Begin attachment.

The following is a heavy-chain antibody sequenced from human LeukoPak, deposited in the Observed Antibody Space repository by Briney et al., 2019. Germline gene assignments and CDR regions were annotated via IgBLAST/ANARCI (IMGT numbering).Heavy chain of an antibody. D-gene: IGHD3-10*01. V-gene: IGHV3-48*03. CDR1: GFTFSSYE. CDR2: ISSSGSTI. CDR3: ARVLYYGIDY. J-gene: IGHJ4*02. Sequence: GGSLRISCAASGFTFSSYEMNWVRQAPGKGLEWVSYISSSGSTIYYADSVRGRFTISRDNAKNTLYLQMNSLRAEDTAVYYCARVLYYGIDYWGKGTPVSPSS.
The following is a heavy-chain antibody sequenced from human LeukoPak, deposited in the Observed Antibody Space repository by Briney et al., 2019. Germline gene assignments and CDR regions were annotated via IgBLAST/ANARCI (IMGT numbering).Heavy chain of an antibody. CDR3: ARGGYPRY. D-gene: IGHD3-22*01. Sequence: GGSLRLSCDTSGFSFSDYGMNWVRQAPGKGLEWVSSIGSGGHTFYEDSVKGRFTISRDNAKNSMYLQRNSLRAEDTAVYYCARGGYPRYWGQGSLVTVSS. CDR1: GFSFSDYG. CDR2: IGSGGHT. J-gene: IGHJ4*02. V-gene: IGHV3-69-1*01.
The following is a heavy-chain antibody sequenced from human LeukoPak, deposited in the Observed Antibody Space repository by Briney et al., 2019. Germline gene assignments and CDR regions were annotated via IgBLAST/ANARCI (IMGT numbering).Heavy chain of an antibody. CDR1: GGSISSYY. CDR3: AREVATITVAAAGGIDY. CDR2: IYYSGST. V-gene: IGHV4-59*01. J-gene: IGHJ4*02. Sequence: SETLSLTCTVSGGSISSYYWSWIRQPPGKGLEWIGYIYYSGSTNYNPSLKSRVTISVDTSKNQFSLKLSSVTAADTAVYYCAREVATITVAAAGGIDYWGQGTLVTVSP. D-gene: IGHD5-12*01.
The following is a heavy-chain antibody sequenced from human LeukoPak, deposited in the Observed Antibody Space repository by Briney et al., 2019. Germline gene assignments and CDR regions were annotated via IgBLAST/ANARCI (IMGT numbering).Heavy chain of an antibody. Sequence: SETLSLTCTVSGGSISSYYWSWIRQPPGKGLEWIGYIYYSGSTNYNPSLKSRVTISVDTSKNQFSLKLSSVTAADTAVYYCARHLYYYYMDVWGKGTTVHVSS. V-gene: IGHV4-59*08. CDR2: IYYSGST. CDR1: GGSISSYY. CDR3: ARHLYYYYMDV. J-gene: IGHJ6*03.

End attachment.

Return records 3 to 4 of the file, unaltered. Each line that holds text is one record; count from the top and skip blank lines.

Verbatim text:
The following is a heavy-chain antibody sequenced from human LeukoPak, deposited in the Observed Antibody Space repository by Briney et al., 2019. Germline gene assignments and CDR regions were annotated via IgBLAST/ANARCI (IMGT numbering).Heavy chain of an antibody. CDR1: GGSISSYY. CDR3: AREVATITVAAAGGIDY. CDR2: IYYSGST. V-gene: IGHV4-59*01. J-gene: IGHJ4*02. Sequence: SETLSLTCTVSGGSISSYYWSWIRQPPGKGLEWIGYIYYSGSTNYNPSLKSRVTISVDTSKNQFSLKLSSVTAADTAVYYCAREVATITVAAAGGIDYWGQGTLVTVSP. D-gene: IGHD5-12*01.
The following is a heavy-chain antibody sequenced from human LeukoPak, deposited in the Observed Antibody Space repository by Briney et al., 2019. Germline gene assignments and CDR regions were annotated via IgBLAST/ANARCI (IMGT numbering).Heavy chain of an antibody. Sequence: SETLSLTCTVSGGSISSYYWSWIRQPPGKGLEWIGYIYYSGSTNYNPSLKSRVTISVDTSKNQFSLKLSSVTAADTAVYYCARHLYYYYMDVWGKGTTVHVSS. V-gene: IGHV4-59*08. CDR2: IYYSGST. CDR1: GGSISSYY. CDR3: ARHLYYYYMDV. J-gene: IGHJ6*03.